And discrimination might be hard to prove, said Mark Gallant, who served as counsel for the Centers for Medicare and Medicaid Services during the Reagan Administration.
He said the problems evident in the Medi-Cal program make for a good case, but that lawyers may have a tough time arguing discrimination as all participants, regardless of their race, are facing the same hurdles. He said the case also relies too heavily on comparing Medicaid to Medicare.
“Medicare has better rates than Medi-Cal. Everyone knows that, and everyone in Medi-Cal has the same problem — getting access to services because of the low rates,” Gallant said. “Latinos are not suffering more than anyone else.”
Nationally, Medicaid and the Children’s Health Insurance Program grew by 27 percent under the expansion provided by the federal Affordable Care Act of 2010, increasing the share of minorities with health insurance.
Lawyers for the five plaintiffs, most of whom are Hispanic and have serious health conditions, say they were unable to see doctors for months or had to travel long distances for routine surgery. A health care union and low-income health care clinic also have joined in the case.
Among the plaintiffs is Esther Castañeda, a 56-year-old woman from Sacramento, who lived with gallstones for over a year, struggling to keep down food as she tried month after month to schedule surgery to remove her gallbladder, according to the lawsuit. She was referred by a primary care doctor to multiple surgeons who would not take Medicaid patients and canceled her appointments.
About a year after discovering the problem, while visiting family in Mexico, she was in such intense pain she could barely walk, and her family rushed her to a Guadalajara emergency room.
Esther Castañeda had surgery to remove her gallbladder in Mexico after she was unable to schedule the surgery in California.
© Courtesy of Feinberg, Jackson, Worthman and Wasow
“The doctor told me they needed to operate immediately, that my gallbladder was about to burst,” Castañeda said in Spanish, the Mexican doctor explaining she was at risk of dying. Her family gathered money from relatives to pay for her surgery in Mexico.
“It’s illogical to me that a country with so many resources, with so many positive things, could give the kind of service I had,” she said of the United States.
California Gov. Jerry Brown, a Democrat, agreed in June to spend an extra $325 million on bonus payments to Medi-Cal doctors — the first increase to doctor pay in 17 years — but lawyers for the plaintiffs say it will not alleviate issues enough to negate the suit.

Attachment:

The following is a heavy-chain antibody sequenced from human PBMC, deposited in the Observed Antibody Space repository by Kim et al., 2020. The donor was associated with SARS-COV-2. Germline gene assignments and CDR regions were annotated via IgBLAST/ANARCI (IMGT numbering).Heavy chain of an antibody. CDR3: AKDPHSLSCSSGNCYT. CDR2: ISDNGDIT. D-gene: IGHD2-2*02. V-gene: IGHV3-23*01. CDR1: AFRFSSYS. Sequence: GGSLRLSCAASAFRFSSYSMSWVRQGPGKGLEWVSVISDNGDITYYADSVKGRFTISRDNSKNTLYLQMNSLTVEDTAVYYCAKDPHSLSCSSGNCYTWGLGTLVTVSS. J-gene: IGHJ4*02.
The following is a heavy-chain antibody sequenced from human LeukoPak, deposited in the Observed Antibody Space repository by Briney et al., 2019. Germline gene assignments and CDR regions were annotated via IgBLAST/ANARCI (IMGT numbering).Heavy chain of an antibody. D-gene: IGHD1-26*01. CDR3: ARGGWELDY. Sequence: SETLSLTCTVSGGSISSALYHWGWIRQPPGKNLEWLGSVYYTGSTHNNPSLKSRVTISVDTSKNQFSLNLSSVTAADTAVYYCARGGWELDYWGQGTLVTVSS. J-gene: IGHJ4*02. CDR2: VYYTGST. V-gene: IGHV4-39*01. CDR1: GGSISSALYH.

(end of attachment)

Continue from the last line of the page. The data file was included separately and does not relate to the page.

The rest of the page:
A Case for Other States?
The MALDEF case is based largely on California’s anti-discrimination statute, which, similar to the federal Civil Rights Act’s Title VI, prohibits discrimination in a government program based on someone’s race or national origin. The suit also relies on the equal protection and due process provisions within the California Constitution. MALDEF hopes to get the case certified as a class action, which would allow the organization to sue on behalf of every beneficiary in the state.
Many states have similar civil rights laws and provisions in their constitution, but several lawyers say the strength of California’s anti-discrimination law lies in requiring lawyers to show only that a government action is having a discriminatory effect.
A similar law is on the books in Illinois, but anti-discrimination laws in other states often require proving there was a discriminatory intent behind the action. Health care and civil rights groups in Illinois said they have yet to decide if they will follow a similar strategy.
“We don’t have any plans right now to file that case, but we’ll watch it carefully,” said John Bouman, president of Sargent Shriver National Center on Poverty Law in Chicago. “I think it’s a very interesting possibility.”
MALDEF has used similar legal theory in other cases in California, including one challenging the number of minority students who were suspended or sent to alternative high schools for disciplinary issues. A similar suit against Los Angeles County’s transportation authority in 1996 resulted in a renewed commitment to bus service in poorer neighborhoods.
Even the group acknowledges the challenges of using the legal theory. Thomas A. Saenz, president and general counsel of MALDEF, said he would love to file similar suits in Texas and Arizona but the laws there aren’t as amenable to the case.
“It’s true that California has a great law,” he said, “but the state has really distinguished itself through its rock-bottom reimbursement rates.”